The Best Days of Your Life

“Oh when I look back now,
The summer seemed to last forever,
And when you held my hand,
I knew that it was now or never,
Those were the best days of my life!”

Bryan Adams declared that the days of the summer of ’69 were the best days of his life.

What were yours?

Were they when you landed that job you badly wanted? Or when you took that memorable vacation? Or dazzled everyone at the party with that gorgeous dress? Or when you found the partner of your dreams?

Yes, those wonderful moments were your happiest days (until now). But they were not your best.

The best days were the dark ones—the ones that threatened to destroy you.

Allow me to use the example of a traditional Japanese art form to explain.

Kintsugi dates back to the 15th century. In this art form, masters carefully add gold and silver to the cracks of damaged plates, cups, and bowls. This makes the objects more beautiful in the places where they were broken.

Most of us admire the beautiful, gold-infused plate or cup, and want our lives to be like it. We yearn for a happy life, one where only good things happen.

We want to escape the dark times as quickly as possible. We shove the experiences of distress and unhappiness out of our minds. Positive vibes only.

But this mindset has deep-seated flaws. It makes us see the world through rose-tinted lenses. It makes us take the good things in life for granted. We become rigid and entitled, demand that what we “deserve” gets handed to us, and blame others for our misfortune.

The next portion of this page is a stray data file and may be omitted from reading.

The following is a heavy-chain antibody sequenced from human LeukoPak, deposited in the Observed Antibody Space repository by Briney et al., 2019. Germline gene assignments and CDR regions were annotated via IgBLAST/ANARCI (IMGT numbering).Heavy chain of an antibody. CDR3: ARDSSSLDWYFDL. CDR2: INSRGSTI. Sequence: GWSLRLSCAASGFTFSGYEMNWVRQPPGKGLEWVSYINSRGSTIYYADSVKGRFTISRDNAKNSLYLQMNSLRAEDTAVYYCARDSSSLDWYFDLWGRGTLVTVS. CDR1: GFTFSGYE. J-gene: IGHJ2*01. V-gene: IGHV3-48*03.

Eventually, we turn into people who draw happiness by pulling someone else down.

In other words, the pursuit of unlimited happiness ironically turns us into ugly people.

Our Scars Make Us Beautiful

Reflect on your darkest times, when each moment felt like an eternity, when you felt you’d never be the same again.

Maybe the person you loved left you for someone else. Or you lost your job. Or you something you banked on ended catastrophically.

Those moments broke you, damaged you, left you with ugly scars that never healed. You wondered whether you would make it through.

Yet, in those moments, you built the resilience to stand for what you believed in. You learned to be grateful for tiny things.

Even a happy life cannot be without a measure of darkness, and the word happy would lose its meaning if not balanced by sadness. — Carl Jung

You clawed, you fought, you hung on by the skin of your teeth. You did things you didn’t know you were capable of. You connected deeper with yourself. And you eventually triumphed (and deserved each moment of that sweet victory).

Dark times are not obstacles in your path to bigger achievements. They are the path. Those struggles shape you. Otherwise you’re just someone who just got lucky and who can lose everything in a snap. (Then you won’t know what to do except blaming the world.)

Nothing good comes out of running away from your monsters. Life keeps putting you through the same painful experiences until you learn your lessons.

It’s better to face your monsters, to learn from them, and become worthy of what you want. Then nothing can stop you from getting what you deserve.

A diamond is just a chunk of coal that refused to give up.

You will be broken.

The world breaks everyone,” Ernest Hemingway wrote. “And afterward, many are strong at the broken places. But those that will not break it kills.”

We cannot choose whether the world breaks us. (It will.) We can choose how we respond.

We cannot choose whether the storm engulfs us. (It will.) We can choose whether we let it sweep us away or we emerge stronger from the other side.

The goal is not to be unbreakable. it’s to be unconquerable.

One Response

  1. TS August 2, 2020

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